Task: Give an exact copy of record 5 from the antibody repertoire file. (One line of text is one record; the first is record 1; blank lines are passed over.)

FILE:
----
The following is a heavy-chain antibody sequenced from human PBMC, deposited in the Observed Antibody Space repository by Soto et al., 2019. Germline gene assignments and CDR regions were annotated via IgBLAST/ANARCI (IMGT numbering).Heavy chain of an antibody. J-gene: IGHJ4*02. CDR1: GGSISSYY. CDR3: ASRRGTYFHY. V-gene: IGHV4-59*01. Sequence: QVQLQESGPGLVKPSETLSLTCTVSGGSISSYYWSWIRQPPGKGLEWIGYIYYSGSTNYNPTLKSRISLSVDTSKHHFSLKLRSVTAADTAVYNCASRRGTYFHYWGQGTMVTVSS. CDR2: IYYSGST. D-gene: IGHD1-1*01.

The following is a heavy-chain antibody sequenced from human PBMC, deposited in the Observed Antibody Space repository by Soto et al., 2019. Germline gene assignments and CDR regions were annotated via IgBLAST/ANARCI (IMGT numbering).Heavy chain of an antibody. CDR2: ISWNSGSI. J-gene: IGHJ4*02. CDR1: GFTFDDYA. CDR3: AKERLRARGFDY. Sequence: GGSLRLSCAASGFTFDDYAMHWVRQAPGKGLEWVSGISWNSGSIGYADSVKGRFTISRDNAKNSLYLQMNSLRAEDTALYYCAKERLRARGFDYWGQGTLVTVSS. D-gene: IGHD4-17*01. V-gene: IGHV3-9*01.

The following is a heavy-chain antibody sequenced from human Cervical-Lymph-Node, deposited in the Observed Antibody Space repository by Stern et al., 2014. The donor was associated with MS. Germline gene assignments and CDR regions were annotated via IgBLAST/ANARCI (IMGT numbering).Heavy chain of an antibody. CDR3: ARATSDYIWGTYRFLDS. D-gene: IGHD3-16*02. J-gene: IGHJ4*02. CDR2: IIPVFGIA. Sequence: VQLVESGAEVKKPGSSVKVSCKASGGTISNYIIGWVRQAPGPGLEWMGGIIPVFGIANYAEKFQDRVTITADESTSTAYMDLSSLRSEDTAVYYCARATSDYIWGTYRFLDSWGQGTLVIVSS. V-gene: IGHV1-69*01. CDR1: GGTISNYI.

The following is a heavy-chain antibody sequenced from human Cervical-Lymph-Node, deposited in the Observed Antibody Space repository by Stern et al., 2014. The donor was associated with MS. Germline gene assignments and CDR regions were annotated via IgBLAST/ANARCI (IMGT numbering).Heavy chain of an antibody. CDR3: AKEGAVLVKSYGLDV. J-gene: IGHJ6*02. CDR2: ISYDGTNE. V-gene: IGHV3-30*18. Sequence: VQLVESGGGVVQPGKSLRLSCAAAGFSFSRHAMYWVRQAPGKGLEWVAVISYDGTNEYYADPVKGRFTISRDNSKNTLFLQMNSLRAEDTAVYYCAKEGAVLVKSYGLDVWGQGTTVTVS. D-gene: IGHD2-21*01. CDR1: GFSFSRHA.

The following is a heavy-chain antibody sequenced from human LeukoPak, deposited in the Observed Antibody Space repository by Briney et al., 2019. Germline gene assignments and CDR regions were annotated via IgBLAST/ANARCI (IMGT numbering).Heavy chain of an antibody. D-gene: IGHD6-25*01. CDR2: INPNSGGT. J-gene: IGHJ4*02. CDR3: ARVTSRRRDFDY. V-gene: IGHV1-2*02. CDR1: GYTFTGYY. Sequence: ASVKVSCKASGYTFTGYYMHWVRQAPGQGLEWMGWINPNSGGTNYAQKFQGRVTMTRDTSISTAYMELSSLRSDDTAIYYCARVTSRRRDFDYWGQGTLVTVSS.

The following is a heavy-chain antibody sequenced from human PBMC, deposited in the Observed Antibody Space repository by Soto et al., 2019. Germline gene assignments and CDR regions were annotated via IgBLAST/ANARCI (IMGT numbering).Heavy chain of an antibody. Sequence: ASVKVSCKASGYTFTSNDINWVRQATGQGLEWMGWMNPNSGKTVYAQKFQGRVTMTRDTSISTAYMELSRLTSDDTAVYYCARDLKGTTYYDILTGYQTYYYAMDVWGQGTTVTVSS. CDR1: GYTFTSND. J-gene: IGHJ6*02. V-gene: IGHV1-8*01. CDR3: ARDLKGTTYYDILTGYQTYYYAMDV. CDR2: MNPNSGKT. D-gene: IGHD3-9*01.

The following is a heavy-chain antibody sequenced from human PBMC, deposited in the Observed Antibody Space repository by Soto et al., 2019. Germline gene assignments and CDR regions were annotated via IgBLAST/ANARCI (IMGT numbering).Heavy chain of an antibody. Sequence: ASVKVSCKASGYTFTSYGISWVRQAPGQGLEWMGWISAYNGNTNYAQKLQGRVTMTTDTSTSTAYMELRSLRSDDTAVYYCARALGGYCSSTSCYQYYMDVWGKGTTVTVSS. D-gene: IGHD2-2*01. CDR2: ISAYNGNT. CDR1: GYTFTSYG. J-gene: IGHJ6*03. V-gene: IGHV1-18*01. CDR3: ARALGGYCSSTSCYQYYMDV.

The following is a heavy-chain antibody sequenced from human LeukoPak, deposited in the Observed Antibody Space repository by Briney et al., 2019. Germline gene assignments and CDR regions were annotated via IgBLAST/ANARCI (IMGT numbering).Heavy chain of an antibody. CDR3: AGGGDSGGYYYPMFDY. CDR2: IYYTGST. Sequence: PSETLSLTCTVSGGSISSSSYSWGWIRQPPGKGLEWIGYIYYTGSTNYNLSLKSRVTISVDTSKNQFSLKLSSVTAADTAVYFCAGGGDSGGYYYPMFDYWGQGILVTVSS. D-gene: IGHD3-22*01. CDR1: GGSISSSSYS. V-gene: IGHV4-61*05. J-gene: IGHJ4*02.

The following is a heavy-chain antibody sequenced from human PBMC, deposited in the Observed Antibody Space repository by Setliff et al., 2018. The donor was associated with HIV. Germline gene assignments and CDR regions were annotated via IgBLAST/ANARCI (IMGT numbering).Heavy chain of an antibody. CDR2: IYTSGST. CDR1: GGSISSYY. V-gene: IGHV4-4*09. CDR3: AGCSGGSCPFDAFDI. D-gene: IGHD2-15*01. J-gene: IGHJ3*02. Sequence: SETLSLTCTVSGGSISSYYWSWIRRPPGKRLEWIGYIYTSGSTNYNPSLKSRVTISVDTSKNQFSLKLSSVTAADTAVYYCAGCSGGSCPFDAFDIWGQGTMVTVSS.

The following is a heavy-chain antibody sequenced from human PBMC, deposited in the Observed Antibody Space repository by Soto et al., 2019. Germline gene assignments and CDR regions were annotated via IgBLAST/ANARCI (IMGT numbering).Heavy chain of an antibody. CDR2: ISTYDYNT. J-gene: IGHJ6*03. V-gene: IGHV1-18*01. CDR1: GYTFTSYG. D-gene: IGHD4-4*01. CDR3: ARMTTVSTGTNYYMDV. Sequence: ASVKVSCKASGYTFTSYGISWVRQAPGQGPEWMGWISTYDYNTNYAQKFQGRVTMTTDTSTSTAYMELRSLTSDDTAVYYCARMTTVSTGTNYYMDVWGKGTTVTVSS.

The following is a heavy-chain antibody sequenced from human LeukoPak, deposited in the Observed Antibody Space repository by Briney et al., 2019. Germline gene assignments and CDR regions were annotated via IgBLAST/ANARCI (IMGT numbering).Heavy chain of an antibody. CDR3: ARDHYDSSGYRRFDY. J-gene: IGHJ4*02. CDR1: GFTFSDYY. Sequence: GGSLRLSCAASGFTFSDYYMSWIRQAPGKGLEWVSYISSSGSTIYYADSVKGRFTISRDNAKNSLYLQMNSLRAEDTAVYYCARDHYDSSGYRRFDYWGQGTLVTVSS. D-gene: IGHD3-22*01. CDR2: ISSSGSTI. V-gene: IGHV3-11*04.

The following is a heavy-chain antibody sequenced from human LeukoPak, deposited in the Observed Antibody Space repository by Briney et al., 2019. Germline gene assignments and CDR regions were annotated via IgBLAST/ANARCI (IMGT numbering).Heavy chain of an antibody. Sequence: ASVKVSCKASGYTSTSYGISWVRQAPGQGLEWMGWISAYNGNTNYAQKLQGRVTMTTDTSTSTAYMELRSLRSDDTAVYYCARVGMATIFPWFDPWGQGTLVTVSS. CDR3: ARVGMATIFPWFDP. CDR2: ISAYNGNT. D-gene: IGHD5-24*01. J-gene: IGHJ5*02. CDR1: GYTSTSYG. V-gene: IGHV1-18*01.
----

The following is a heavy-chain antibody sequenced from human LeukoPak, deposited in the Observed Antibody Space repository by Briney et al., 2019. Germline gene assignments and CDR regions were annotated via IgBLAST/ANARCI (IMGT numbering).Heavy chain of an antibody. D-gene: IGHD6-25*01. CDR2: INPNSGGT. J-gene: IGHJ4*02. CDR3: ARVTSRRRDFDY. V-gene: IGHV1-2*02. CDR1: GYTFTGYY. Sequence: ASVKVSCKASGYTFTGYYMHWVRQAPGQGLEWMGWINPNSGGTNYAQKFQGRVTMTRDTSISTAYMELSSLRSDDTAIYYCARVTSRRRDFDYWGQGTLVTVSS.